). The proportion of people identifying as Catholics has remained relatively steady, but this level has been maintained in part due to immigration from countries with largely Catholic populations. This resulted in a substantial increase in ethnic diversity within Catholicism in Australia (Bouma 2015
). The increase in numbers of Buddhists, Muslims, Hindus, and Sikhs also reflects changing migration patterns and contains significant ethnic diversity (Bouma and Halafoff 2017a
). The growth in Pentecostals during the 1990s appears to largely reflect switching from other Christian denominations, with migration making an increasing contribution to Pentecostal numbers since 2006 (Newton 2018
). The decline of “traditional”, or mainstream, Christians is more pronounced than the census statistics suggest, with as few as 5% of those who identify as Anglicans attending church in any given week, and 15% of Catholics (Bellamy and Castle 2004
). In contrast, 73% of Pentecostals attend church in any given week (Bellamy and Castle 2004
The growth in the number of people who are “not religious” presents a major challenge to the negotiation of religious diversity, particularly in the public sphere. In Australia, these tensions have focused on “secularity”. Tom Frame
(2009, p. 269
) argues that the growth of secularity is radicalizing religious people as “a chasm has opened between the public objectives of those pursuing some forms of secularity and the religious aspirations of some faith communities”. There have been concrete expressions of this in Australian debates about religion in schools (Maddox 2014
) where, despite consistent expert advice, there remains strong resistance to introducing programs that educate students about diverse religions and non-religious worldviews. This resistance mainly comes from religious communities who prefer to provide confessional religious instruction programs in their own tradition in religious and secular state schools (Halafoff 2015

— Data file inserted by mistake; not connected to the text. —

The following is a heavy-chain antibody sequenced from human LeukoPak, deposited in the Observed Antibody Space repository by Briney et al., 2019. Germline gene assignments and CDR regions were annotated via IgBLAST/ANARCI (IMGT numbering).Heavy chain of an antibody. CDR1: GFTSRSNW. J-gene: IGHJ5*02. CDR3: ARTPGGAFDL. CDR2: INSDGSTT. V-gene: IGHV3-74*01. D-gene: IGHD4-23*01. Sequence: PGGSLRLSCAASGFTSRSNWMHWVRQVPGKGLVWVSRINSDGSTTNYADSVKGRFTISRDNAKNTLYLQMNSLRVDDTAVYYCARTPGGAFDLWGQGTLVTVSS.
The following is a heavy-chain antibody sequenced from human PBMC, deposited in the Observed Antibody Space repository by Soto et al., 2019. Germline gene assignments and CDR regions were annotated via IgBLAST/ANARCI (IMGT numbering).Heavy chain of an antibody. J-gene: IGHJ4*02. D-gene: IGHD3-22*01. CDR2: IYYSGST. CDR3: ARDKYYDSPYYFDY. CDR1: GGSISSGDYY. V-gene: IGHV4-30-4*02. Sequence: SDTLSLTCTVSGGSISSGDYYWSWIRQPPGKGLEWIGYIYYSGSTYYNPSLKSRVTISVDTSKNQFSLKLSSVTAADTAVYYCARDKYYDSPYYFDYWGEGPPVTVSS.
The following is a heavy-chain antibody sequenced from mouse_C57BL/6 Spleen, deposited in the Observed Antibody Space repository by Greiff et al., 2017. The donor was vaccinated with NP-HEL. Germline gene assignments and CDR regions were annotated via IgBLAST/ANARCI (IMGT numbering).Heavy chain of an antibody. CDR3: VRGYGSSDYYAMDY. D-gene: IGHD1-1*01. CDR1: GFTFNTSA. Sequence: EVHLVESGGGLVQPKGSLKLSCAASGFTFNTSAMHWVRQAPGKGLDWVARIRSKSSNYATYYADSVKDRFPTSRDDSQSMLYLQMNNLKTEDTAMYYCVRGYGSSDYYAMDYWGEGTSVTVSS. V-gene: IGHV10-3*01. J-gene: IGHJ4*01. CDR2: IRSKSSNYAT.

). However, the fear of an aggressively secular society may be more an imputed rather than real. As Bouma
(2017, p. 1
) points out: “declaring ‘no religion’ [on the census] does not mean that someone is anti-religious, lacking in spirituality, or an atheist. It means they just do not identify with a particular organized form of religion”. Furthermore, the growing number of people who identify as “not religious” needs to be distinguished from a hard “secularism” as a policy perspective. The two are often unrelated.
The growing numbers of Muslims, Hindus, Buddhists, and Sikhs in Australia are also often highlighted in discussions of social cohesion and diversity. For example, incidents of discrimination and violence associated with Islam are escalating in Australia, many of which involve Islamophobia, that is, an exaggerated fear of Islam (Markus 2018
). Public anxiety has been heightened by poorly-informed discussions about Islamic law—Shari’a—and the fear of extremist Muslims. The 2018 Scanlon Foundation survey found 19% of Australians report discrimination “because of your skin color, ethnic origin or religion”, a level that is “significantly higher than the 9% to 10% from 2007 to 2009” (Markus 2018, p. 26